Nikolai Zlobin is the President and Founder of the Center on Global Interests in Washington, D.C., and a member of the Valdai Discussion Club.
There is no need to worry about the cancellation of Obama-Putin meeting. First, it was not quite obvious to Americans why the two presidents should meet face to face. These meetings breed excessively high expectations because they are infrequent and always attract much interest. It was not clear what was to be negotiated; neither was there an effective and coordinated agenda. What interests Obama with regard to Russia is the anti-gender agenda that Moscow rejects. What interests Moscow is of no interest to America. Even if it were held, the meeting would be a waste of time, bringing in its wake even more disappointments at the quality of Russian-American relations.
Second, America believes that Putin is, as a rule, anti-American for the sake of being anti-American, even if Russia gains nothing from this policy. He still thinks it necessary to pique and embarrass America instead of offering support. There is a backlog of anger at Russian policies which Obama cannot afford to ignore.
Third, Obama is under heavy pressure from Republicans and others, who think that he has been too soft on Putin, as a result of which America was left without leverage when Snowden stepped on the stage. It is not that Russia is strong or rising from its knees. More likely it’s an American strategic miscalculation with regard to Russia. The United States proved unable to dominate Russian-American relations in order to have its way. Obama has to reckon with the moods in society and among the Republicans. In this sense, it was easier for him to cancel the meeting, especially as it was unlikely to bring any benefits to his country.
Fourth, there happened what always happens with US presidents, including George W. Bush and his predecessors, who at some point suddenly reversed their attitude to the Russian leader. The same thing has happened with Mr. Obama. The Snowden case was a turning point in a generally decent relationship.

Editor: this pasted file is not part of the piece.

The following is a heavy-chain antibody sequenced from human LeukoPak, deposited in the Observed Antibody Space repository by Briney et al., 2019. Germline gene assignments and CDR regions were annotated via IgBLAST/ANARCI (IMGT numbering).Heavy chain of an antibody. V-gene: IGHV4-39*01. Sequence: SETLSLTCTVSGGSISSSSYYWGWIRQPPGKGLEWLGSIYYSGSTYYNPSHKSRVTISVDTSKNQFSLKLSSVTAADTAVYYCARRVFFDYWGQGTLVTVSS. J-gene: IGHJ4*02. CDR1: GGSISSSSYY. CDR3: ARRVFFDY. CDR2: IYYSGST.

The situation will become even more complicated if Snowden, as promised, hands over another installment of evidence of US spying to the media. The USA will regard this as a political move on the part of the Kremlin. Putin urged that Snowden put an end to his anti-American activity as the main condition for Russia to grant him provisional asylum. If Snowden persists, it is quite clear that this will be done in spite of Putin’s request.
The Americans are split fifty-fifty on Snowden, some welcoming his move, others denouncing it. For civil society he is a criminal, rather than political case. Many dislike the Russian position, namely the argument that there is no extradition agreement, which they view as a slim excuse.
Russia unexpectedly finds itself in a tricky situation. Snowden’s case is certainly too insignificant for the two presidents to buck, start a trial of strength, cancel visits, or trade barbs. Generally speaking, there were too many people with an axe to grind, who would like to make this clash of interests a part of Russian-American relations, which it originally was not, nor could ever be. The conflict was fanned and blown out of proportion. While currently both the Americans and Russians are nil-nil, the only obvious winner is China. China was attacked by the USA over its hacking. After Snowden’s revelations, it dramatically improved its stance vis-à-vis America which is now forced to talk to China in a totally different manner. The estimate regarding who involved whom and where should now proceed precisely from this.
Russian-American relations will remain empty and decorative. Discussion (over Syria or Iran, for example) will go ahead, of course, but Russian-American relations proper – whatever the presidents need to discuss right now – have not produced a single topic for the meeting.
Both countries’ foreign and defense ministers will have to discuss a number of regional conflicts at their 2+2 meeting. Even though these have no direct bearing on relations between Russia and the US, neither country can offer a good solution to the problems. It is too early for predictions on Iran, where a new president has been elected and who needs time to show his hand. There is a stalemate in Syria and we can only wait for further developments. A meeting will be useful, but it will not lead to any important decisions.